The website has since been completely overhauled, at the staggering cost of $40 million, but all the same, health department officials are planning "to limit access... so that any glitches can be worked out and the system won't be overwhelmed with requests," Jenna Johnson of the Washington Post reported today. Editors buried the story on page B5.



In yet another instance of the Washington Post shielding the Maryland Democratic political establishment, including the party's nominee for governor, editors buried on page B4 of the Saturday, August 30 edition a stunning story about outgoing Gov. Martin O'Malley's refusal to cooperate with federal immigration officials to eventually deport illegal immigrants who have served time behind bars.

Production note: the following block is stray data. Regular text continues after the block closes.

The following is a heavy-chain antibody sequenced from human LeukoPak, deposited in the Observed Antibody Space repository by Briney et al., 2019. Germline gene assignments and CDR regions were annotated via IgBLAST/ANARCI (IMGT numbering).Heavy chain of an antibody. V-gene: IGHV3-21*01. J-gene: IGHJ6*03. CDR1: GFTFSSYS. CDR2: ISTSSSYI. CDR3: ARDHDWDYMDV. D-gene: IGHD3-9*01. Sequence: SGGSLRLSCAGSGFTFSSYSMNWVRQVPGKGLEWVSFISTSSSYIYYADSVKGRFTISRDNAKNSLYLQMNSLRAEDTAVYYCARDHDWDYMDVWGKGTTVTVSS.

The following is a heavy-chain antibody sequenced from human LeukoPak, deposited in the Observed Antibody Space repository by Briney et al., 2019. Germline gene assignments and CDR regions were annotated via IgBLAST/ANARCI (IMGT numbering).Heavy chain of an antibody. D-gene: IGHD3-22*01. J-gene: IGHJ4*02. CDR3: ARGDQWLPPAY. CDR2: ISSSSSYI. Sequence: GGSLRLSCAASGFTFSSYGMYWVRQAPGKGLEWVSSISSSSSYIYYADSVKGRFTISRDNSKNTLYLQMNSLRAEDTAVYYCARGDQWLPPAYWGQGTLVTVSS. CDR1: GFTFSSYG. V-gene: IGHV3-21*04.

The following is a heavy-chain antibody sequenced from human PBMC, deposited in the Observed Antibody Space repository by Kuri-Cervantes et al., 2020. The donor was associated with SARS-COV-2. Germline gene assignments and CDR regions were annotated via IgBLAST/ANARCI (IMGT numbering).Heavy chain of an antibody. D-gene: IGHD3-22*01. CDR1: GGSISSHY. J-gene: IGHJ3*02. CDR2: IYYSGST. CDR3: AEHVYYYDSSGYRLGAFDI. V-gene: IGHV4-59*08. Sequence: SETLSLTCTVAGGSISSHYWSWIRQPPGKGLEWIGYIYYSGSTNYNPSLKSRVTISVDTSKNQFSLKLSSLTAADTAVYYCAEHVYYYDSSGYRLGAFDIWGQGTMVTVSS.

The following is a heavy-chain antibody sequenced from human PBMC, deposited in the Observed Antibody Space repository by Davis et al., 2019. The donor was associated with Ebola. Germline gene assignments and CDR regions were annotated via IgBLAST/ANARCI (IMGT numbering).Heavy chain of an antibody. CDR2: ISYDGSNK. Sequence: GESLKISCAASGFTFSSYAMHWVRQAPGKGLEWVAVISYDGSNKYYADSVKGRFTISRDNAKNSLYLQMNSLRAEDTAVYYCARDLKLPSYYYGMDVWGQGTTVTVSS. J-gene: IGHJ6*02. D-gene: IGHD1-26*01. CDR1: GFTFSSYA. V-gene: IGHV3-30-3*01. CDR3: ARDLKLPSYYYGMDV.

"Maryland Gov. Martin O’Malley has instructed a state-run jail in Baltimore to stop honoring federal requests to detain inmates beyond their scheduled release dates in order to explore potential immigration violations, unless there is probable cause that those who are being held have broken the law," staff writer John Wagner noted in the lead paragraph for his article headlined "O’Malley tells jail to curtail immigrant detentions."



The Washington Post is almost certain to endorse liberal Democrat Anthony Brown for Maryland governor. So it's really no surprise that the paper's news reporters and editors have taken an incredibly light touch when it comes to the lieutenant governor's political liabilities. Chief among them is the disastrous rollout of the state's ObamaCare exchange, which, as I've previously noted, the paper has been careful to report in such a way that downplays Brown's responsibility as outgoing Gov. Martin O'Malley's ObamaCare implementation point man.